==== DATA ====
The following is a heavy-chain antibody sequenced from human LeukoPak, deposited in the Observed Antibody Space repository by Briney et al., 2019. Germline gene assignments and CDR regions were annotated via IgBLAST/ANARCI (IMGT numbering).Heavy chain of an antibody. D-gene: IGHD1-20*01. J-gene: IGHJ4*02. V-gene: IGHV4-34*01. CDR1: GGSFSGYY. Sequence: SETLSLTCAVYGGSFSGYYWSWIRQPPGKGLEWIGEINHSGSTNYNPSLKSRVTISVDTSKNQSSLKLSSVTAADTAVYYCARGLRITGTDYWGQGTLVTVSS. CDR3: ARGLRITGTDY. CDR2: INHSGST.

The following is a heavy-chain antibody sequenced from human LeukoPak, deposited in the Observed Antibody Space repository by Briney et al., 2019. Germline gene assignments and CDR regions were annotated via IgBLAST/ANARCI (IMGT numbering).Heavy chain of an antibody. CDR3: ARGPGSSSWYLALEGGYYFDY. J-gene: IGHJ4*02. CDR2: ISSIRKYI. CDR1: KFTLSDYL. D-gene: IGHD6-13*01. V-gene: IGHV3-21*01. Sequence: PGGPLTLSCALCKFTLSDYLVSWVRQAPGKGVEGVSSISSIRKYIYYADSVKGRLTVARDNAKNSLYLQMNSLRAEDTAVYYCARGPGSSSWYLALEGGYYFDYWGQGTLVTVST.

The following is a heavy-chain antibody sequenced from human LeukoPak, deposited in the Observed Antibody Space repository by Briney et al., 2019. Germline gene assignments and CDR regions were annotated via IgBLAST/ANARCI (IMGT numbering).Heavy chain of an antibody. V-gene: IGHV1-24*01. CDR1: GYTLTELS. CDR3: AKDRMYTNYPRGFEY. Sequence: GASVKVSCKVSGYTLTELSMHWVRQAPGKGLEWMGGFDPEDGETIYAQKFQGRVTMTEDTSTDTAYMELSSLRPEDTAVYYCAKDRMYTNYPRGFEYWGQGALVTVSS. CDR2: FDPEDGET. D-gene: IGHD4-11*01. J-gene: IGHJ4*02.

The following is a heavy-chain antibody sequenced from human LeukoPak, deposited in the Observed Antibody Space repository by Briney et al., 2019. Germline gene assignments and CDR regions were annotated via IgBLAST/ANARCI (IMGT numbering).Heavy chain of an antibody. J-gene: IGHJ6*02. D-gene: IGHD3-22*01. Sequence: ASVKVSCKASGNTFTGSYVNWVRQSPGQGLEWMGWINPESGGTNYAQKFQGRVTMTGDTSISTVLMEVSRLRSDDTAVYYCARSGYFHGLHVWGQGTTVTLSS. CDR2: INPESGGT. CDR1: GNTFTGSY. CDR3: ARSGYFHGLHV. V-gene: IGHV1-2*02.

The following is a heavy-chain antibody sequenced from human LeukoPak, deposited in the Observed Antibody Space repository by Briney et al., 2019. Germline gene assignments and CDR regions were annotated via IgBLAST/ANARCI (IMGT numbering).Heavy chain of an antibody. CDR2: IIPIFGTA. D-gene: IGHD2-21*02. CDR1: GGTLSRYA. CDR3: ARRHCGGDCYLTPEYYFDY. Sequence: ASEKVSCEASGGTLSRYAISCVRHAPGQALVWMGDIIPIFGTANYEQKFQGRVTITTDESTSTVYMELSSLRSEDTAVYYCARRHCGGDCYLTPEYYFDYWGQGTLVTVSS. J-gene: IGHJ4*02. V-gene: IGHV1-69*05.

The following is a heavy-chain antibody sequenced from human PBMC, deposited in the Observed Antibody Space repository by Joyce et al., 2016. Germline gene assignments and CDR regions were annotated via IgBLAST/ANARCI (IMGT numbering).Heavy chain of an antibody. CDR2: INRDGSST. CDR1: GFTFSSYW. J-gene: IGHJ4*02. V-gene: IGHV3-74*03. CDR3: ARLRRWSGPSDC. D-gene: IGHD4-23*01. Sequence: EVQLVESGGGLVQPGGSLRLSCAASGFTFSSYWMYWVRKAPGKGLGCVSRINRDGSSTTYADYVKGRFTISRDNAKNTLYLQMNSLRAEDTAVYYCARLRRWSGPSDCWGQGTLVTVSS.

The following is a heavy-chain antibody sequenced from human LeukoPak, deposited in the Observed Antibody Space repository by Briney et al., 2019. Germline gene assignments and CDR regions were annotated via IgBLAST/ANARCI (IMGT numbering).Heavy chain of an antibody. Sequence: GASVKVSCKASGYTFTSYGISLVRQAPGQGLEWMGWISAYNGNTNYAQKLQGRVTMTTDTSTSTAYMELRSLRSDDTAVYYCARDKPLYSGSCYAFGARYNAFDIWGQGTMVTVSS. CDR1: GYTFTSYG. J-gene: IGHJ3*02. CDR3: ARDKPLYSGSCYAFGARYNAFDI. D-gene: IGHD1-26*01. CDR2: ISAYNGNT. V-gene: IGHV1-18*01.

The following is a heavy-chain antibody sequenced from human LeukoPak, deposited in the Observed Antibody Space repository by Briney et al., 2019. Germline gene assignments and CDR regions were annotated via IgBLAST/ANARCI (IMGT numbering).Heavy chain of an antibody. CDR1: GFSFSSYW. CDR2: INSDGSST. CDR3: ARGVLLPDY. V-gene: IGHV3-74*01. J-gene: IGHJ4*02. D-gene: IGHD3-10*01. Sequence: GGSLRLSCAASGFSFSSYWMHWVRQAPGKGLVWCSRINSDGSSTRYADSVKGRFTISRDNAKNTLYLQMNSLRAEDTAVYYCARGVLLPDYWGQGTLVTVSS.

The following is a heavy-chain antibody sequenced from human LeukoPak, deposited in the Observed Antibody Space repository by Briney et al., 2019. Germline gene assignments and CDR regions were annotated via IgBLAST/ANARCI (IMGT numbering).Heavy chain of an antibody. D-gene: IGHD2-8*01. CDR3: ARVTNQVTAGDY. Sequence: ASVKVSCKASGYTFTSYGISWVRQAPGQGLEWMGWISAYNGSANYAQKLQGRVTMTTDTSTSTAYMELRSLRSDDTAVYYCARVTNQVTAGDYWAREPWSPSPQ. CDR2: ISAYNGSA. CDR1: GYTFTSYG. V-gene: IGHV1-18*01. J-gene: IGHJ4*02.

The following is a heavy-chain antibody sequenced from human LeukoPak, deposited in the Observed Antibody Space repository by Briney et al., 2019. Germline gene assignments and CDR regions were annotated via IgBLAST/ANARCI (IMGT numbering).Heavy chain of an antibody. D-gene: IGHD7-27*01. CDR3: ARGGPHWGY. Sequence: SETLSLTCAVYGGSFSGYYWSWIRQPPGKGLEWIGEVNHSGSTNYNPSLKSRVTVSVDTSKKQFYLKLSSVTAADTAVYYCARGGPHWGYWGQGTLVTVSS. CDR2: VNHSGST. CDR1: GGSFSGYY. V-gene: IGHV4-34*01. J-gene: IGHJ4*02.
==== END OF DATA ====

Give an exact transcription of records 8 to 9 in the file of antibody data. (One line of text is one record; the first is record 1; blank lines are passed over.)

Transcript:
The following is a heavy-chain antibody sequenced from human LeukoPak, deposited in the Observed Antibody Space repository by Briney et al., 2019. Germline gene assignments and CDR regions were annotated via IgBLAST/ANARCI (IMGT numbering).Heavy chain of an antibody. CDR1: GFSFSSYW. CDR2: INSDGSST. CDR3: ARGVLLPDY. V-gene: IGHV3-74*01. J-gene: IGHJ4*02. D-gene: IGHD3-10*01. Sequence: GGSLRLSCAASGFSFSSYWMHWVRQAPGKGLVWCSRINSDGSSTRYADSVKGRFTISRDNAKNTLYLQMNSLRAEDTAVYYCARGVLLPDYWGQGTLVTVSS.

The following is a heavy-chain antibody sequenced from human LeukoPak, deposited in the Observed Antibody Space repository by Briney et al., 2019. Germline gene assignments and CDR regions were annotated via IgBLAST/ANARCI (IMGT numbering).Heavy chain of an antibody. D-gene: IGHD2-8*01. CDR3: ARVTNQVTAGDY. Sequence: ASVKVSCKASGYTFTSYGISWVRQAPGQGLEWMGWISAYNGSANYAQKLQGRVTMTTDTSTSTAYMELRSLRSDDTAVYYCARVTNQVTAGDYWAREPWSPSPQ. CDR2: ISAYNGSA. CDR1: GYTFTSYG. V-gene: IGHV1-18*01. J-gene: IGHJ4*02.